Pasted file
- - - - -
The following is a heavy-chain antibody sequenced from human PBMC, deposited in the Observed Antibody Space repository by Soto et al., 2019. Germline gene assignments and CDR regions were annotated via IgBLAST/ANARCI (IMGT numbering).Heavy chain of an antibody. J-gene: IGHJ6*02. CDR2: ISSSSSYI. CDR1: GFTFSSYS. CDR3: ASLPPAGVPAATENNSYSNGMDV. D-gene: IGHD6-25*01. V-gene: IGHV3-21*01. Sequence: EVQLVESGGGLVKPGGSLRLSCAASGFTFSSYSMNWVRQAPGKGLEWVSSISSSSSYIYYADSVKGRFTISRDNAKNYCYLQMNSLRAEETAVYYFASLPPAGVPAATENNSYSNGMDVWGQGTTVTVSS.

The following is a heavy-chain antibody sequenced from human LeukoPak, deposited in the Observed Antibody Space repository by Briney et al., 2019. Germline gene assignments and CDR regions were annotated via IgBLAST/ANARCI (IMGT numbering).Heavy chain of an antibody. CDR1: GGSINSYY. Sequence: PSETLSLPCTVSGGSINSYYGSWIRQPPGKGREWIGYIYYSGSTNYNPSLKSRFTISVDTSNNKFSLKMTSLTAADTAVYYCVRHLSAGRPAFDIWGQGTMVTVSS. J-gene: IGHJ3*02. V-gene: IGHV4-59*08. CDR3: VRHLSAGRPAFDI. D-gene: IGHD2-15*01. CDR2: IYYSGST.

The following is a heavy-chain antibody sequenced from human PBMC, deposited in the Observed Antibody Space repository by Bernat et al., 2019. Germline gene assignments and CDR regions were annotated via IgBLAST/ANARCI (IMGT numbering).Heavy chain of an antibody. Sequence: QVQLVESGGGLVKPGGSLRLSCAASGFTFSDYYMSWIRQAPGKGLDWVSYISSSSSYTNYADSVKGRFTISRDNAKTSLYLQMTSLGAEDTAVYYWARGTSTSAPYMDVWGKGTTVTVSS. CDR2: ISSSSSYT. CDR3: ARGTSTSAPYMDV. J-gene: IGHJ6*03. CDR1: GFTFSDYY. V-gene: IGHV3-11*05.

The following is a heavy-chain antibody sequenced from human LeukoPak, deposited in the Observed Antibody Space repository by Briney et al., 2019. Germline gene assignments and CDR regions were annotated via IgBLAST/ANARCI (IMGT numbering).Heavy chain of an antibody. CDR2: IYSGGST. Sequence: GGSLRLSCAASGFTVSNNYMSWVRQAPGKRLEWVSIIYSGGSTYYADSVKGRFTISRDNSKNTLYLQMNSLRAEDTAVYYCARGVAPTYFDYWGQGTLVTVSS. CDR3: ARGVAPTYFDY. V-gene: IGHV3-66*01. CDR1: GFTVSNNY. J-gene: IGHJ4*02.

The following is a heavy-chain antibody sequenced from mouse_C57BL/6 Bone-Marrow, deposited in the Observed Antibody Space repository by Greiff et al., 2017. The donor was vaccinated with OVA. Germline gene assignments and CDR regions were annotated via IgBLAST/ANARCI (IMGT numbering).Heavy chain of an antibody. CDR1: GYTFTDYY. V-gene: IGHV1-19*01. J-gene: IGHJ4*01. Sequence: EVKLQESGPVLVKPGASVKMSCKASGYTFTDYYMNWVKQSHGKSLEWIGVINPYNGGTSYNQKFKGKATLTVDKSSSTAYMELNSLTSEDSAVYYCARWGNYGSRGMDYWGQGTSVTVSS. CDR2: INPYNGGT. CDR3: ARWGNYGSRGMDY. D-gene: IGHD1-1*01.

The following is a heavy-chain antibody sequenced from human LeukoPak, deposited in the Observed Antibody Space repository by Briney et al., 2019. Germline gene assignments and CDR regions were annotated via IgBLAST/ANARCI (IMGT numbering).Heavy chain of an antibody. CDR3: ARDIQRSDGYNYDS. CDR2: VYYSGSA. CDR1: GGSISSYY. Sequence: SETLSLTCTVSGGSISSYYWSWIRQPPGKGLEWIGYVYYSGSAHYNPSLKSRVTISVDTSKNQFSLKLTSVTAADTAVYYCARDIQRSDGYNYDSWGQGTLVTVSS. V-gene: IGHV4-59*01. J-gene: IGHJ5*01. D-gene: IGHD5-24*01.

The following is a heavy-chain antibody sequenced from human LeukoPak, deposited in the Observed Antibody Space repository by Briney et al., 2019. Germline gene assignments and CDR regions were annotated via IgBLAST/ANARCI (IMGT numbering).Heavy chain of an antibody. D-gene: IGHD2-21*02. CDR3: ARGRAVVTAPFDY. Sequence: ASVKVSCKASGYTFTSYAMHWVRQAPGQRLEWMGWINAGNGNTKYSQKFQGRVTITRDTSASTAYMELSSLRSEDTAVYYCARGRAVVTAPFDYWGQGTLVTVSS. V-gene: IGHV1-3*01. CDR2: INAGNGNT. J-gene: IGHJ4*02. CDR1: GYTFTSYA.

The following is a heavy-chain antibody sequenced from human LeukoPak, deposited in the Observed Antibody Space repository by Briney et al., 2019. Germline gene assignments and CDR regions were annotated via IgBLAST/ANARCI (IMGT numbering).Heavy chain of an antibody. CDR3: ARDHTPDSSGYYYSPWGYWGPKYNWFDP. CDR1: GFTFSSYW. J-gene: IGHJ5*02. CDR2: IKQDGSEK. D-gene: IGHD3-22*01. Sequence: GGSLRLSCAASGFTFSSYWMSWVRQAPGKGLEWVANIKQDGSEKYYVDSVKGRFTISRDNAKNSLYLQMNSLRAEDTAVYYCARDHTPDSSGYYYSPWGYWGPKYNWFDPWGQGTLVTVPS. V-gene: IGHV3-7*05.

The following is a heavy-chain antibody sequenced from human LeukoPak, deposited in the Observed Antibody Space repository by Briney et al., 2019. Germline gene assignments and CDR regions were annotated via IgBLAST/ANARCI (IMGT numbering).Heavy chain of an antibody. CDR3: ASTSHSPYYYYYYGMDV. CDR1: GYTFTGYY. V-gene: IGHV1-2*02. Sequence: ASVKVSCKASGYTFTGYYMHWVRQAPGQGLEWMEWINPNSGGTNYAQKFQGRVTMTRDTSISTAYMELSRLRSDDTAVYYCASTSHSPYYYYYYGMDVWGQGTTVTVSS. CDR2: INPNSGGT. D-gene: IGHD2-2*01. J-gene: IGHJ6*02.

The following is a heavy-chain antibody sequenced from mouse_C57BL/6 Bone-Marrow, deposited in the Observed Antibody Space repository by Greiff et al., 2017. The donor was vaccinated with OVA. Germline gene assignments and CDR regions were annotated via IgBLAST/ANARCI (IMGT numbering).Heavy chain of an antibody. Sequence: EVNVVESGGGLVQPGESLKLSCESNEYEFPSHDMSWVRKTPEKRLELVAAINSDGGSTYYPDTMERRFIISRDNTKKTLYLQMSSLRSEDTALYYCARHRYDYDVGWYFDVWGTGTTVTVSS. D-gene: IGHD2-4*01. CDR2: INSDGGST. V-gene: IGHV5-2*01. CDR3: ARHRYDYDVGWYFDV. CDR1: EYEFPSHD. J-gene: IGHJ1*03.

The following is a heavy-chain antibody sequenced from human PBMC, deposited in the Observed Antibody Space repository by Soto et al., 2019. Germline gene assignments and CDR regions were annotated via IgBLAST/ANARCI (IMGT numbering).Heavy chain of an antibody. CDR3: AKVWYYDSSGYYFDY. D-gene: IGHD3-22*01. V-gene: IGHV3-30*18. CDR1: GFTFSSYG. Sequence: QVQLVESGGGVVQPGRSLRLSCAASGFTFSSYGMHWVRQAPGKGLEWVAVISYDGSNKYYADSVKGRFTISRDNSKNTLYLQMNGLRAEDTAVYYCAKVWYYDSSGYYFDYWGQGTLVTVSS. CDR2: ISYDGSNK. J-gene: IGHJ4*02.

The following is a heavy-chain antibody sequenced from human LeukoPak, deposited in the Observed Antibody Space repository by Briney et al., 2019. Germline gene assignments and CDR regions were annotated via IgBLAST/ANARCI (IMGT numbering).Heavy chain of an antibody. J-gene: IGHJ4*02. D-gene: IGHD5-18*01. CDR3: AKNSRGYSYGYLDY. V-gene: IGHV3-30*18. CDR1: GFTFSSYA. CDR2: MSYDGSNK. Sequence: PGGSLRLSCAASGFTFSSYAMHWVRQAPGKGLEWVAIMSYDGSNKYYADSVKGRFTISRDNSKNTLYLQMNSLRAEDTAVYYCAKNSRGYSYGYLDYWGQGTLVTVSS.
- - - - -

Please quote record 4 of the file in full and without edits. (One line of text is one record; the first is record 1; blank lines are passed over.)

The following is a heavy-chain antibody sequenced from human LeukoPak, deposited in the Observed Antibody Space repository by Briney et al., 2019. Germline gene assignments and CDR regions were annotated via IgBLAST/ANARCI (IMGT numbering).Heavy chain of an antibody. CDR2: IYSGGST. Sequence: GGSLRLSCAASGFTVSNNYMSWVRQAPGKRLEWVSIIYSGGSTYYADSVKGRFTISRDNSKNTLYLQMNSLRAEDTAVYYCARGVAPTYFDYWGQGTLVTVSS. CDR3: ARGVAPTYFDY. V-gene: IGHV3-66*01. CDR1: GFTVSNNY. J-gene: IGHJ4*02.